Are KP’s likely to return to homeland

Every Exile dreams of return. Not merely going back, but being welcomed back. Being begged to come back, in fact, in public righting of a great wrong. The place you return to will be the same – the landscape, the people, everything that constitutes the feeling of home – and yet transformed, and your return will itself be a sign of that transformation, a signal of hope for a new start, better future. This is the vision that sustains you through the years of exile……. Lesley Hazelton…. The First Muslim

This article is not about the people who stayed back in the valley and braved the persecution which made other Kashmiri Pandits to flee, but this article is  dedicated  to them .These are the people who are the real heroes ( and heroines) .They have, by staying back , laid the foundation of continuing our struggles to survive in our motherland .This is borne by the historical fact, of the six major exoduses  preceding  the one in 1989-90.It was people who stayed back which were responsible for continuing our representation in the valley of Kashmir.

The issue of “Return of Kashmiri Pandits” has received a fresh impetus with BJP coming to power at Centre. No formal announcements have been made although many versions are in circulation in the media. Devil, as they say, lies in detail.

Our return should not be based on gloating & waling. Gloating because you now have a responsive Centre at least for next five years. Wailing on account of the injustices brought on us leading to the exodus. Nation is moving forward & forgetting 2002, 1984 & all else. The broad narrative of our return should be based on realism.

Kashmiri Pandit Associations have also voiced their happiness over the development. One must discount this as initial euphoria. We do not have a unified representation of our voice. In fact, this trait of ours could be one of the causes of misfortune visiting our community from times immemorial. The same individuality that prevents Pandits from unifying as   a community also gives them remarkable energy to overcome one barrier after another. Kashmiri Pandits are generally publicly demanding and privately indifferent.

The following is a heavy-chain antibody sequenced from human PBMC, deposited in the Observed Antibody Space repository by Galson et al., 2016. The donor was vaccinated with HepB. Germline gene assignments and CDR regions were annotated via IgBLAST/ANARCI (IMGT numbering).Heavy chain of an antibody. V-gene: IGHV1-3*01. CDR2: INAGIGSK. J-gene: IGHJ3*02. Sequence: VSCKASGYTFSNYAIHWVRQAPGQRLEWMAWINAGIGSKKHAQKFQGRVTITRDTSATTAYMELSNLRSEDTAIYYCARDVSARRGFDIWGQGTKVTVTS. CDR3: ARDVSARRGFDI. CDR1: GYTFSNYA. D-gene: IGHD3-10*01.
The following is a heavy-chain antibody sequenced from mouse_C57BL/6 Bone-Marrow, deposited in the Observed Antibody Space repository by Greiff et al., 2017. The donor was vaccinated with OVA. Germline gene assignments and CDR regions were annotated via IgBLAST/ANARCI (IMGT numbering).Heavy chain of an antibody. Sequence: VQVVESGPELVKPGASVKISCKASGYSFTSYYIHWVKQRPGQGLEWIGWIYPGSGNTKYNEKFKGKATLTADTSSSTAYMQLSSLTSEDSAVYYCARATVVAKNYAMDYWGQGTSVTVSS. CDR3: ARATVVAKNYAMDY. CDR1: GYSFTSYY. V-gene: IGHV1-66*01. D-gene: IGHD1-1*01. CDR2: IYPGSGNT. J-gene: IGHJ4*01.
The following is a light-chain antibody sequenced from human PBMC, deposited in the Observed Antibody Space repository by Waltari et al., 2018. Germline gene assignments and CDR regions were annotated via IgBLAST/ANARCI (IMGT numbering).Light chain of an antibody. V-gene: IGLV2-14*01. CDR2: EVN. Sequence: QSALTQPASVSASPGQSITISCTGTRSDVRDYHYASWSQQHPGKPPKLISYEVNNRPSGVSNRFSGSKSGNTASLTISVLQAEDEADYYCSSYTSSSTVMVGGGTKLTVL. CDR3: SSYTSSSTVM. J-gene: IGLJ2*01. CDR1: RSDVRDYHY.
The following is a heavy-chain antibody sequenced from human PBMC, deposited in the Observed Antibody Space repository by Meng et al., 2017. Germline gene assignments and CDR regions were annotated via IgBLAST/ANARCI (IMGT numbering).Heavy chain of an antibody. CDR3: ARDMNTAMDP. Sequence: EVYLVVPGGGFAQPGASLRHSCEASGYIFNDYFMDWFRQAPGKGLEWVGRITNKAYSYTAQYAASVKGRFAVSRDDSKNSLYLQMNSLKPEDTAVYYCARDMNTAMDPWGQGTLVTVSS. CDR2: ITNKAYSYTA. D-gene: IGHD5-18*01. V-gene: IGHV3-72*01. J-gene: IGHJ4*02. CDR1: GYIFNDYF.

One wonders about the actual numbers, dispersion and economic conditions of our community. No clear data is available. No sincere attempt, apparently has been made to ascertain it, either by State   or by Kashmiri Pandit community itself.  Kashmiri Pandits have traditionally been migrating on various counts- forced ones during Muslim rule in Kashmir and the last one, of course, the 1989-90 episode. The community has also been migrating voluntarily for better career prospects. The dispersion in India and abroad makes this a difficult exercise. So, the exercise for rehabilitation will be based on   data which may not be all too reliable.

The realities on the ground suggest that it may not be a reality in near future. Considering safety as the only factor is over simplifying the problem. In the following paragraphs, we can see how in these 25 years of displacement as well as conditions prior to 1989, we as a Kashmiri Pandit community have transformed. What has been the impact of all this on our psyche to reconsider going back to our roots?

One section of Kashmiri Pandits, labeled loosely as first floor Kashmiri Pandits, who have migrated long back have never shown any urgent desire to come back to roots and resettle in their homeland. These are Nehru’s, Katju’s types. One must admit that they still preserve the basic traditions wherever they reside. Many of them have re-established connection with roots by way of marrying people from the community in Kashmir or from communities like theirs outside Kashmir. There is also a contrarian view running for this assumption of diaspora preserving the traditions. As asserted by Dr. Vijay Sazawal, it runs like this - “However, I should though point out that it is NOT the “first floor Kashmiri Pandits” (or even later generations) that have preserved Pandit’s traditions amongst the diaspora, it is a fact that diaspora culture was continually being replenished by fresh expatriates driven out of the valley from time to time with steady migrations – some small and some large. So even as Pandit diaspora was being corrupted by the new environmental influences (particularly Punjabi culture), elements of the core Pandit culture managed to survive within expatriates. These vestiges of Pandit identity among the expatriates will slowly erode and fade away since less than 3,000 Pandits are left in the valley now, and thus no further large-scale migrations are possible any more from the valley (or for at least the next 150 to 200 years). If you want to know what our progeny will look 4 to 5 generations down the road, go to the localities in Awadh, Sitaram Galli, etc. where many people living there still has Kaul, Dhar and Raina as their surnames but not much else (these migrants never left the original ghettos). All their temples, built during the Mughal times (and in fact subsidized by the Mughal Royal families), still exist but none under the Kashmiri Pandit culture that we know.”  Pandit is like a flower that germinates in one place and is destined to bloom in another.